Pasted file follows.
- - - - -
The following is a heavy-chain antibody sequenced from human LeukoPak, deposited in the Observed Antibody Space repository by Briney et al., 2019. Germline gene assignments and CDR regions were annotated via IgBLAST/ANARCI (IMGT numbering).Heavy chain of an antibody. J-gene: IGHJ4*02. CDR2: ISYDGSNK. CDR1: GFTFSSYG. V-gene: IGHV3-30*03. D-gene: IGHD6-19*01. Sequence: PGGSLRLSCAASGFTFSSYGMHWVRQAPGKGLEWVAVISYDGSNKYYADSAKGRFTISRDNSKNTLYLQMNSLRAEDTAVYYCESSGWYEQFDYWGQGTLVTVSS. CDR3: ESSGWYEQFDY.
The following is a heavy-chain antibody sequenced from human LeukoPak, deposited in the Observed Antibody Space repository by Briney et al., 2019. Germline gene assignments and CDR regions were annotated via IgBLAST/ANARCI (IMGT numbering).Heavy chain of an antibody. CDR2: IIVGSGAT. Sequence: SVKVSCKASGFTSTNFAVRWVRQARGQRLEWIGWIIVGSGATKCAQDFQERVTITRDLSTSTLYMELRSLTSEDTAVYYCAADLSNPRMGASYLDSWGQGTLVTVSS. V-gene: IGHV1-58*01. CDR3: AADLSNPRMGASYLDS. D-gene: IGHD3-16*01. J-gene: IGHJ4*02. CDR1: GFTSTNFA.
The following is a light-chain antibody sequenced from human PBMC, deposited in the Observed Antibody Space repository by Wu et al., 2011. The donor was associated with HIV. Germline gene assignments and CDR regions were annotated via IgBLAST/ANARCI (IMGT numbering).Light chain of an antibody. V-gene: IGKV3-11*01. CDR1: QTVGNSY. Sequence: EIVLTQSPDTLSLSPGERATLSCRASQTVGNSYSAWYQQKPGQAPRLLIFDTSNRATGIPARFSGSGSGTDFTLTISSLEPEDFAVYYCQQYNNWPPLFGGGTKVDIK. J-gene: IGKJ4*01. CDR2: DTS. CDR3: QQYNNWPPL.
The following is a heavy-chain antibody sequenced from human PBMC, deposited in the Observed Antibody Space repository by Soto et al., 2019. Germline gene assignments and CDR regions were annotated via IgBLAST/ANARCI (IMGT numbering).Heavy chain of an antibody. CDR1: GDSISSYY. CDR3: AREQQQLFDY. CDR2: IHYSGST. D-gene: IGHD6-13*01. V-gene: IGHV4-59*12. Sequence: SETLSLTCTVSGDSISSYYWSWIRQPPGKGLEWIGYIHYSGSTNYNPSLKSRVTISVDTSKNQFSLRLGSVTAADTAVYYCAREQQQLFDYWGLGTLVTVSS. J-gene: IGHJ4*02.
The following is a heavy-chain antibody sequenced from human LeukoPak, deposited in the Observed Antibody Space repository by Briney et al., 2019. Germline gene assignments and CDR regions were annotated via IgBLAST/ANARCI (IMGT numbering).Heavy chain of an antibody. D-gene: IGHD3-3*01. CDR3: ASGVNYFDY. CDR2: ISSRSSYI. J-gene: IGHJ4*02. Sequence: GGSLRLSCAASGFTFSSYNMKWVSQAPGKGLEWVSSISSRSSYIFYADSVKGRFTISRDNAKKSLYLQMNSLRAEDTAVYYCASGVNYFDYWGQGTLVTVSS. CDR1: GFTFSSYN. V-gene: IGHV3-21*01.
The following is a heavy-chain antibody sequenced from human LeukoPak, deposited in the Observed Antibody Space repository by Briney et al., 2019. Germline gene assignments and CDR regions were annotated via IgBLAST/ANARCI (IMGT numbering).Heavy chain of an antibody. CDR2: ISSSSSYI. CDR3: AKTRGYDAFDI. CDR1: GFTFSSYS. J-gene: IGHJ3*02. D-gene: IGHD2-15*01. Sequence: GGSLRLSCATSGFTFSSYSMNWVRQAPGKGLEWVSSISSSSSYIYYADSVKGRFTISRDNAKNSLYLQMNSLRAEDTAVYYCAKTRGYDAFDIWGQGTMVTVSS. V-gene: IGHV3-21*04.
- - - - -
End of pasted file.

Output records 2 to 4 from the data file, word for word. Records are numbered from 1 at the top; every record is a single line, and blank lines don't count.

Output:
The following is a heavy-chain antibody sequenced from human LeukoPak, deposited in the Observed Antibody Space repository by Briney et al., 2019. Germline gene assignments and CDR regions were annotated via IgBLAST/ANARCI (IMGT numbering).Heavy chain of an antibody. CDR2: IIVGSGAT. Sequence: SVKVSCKASGFTSTNFAVRWVRQARGQRLEWIGWIIVGSGATKCAQDFQERVTITRDLSTSTLYMELRSLTSEDTAVYYCAADLSNPRMGASYLDSWGQGTLVTVSS. V-gene: IGHV1-58*01. CDR3: AADLSNPRMGASYLDS. D-gene: IGHD3-16*01. J-gene: IGHJ4*02. CDR1: GFTSTNFA.
The following is a light-chain antibody sequenced from human PBMC, deposited in the Observed Antibody Space repository by Wu et al., 2011. The donor was associated with HIV. Germline gene assignments and CDR regions were annotated via IgBLAST/ANARCI (IMGT numbering).Light chain of an antibody. V-gene: IGKV3-11*01. CDR1: QTVGNSY. Sequence: EIVLTQSPDTLSLSPGERATLSCRASQTVGNSYSAWYQQKPGQAPRLLIFDTSNRATGIPARFSGSGSGTDFTLTISSLEPEDFAVYYCQQYNNWPPLFGGGTKVDIK. J-gene: IGKJ4*01. CDR2: DTS. CDR3: QQYNNWPPL.
The following is a heavy-chain antibody sequenced from human PBMC, deposited in the Observed Antibody Space repository by Soto et al., 2019. Germline gene assignments and CDR regions were annotated via IgBLAST/ANARCI (IMGT numbering).Heavy chain of an antibody. CDR1: GDSISSYY. CDR3: AREQQQLFDY. CDR2: IHYSGST. D-gene: IGHD6-13*01. V-gene: IGHV4-59*12. Sequence: SETLSLTCTVSGDSISSYYWSWIRQPPGKGLEWIGYIHYSGSTNYNPSLKSRVTISVDTSKNQFSLRLGSVTAADTAVYYCAREQQQLFDYWGLGTLVTVSS. J-gene: IGHJ4*02.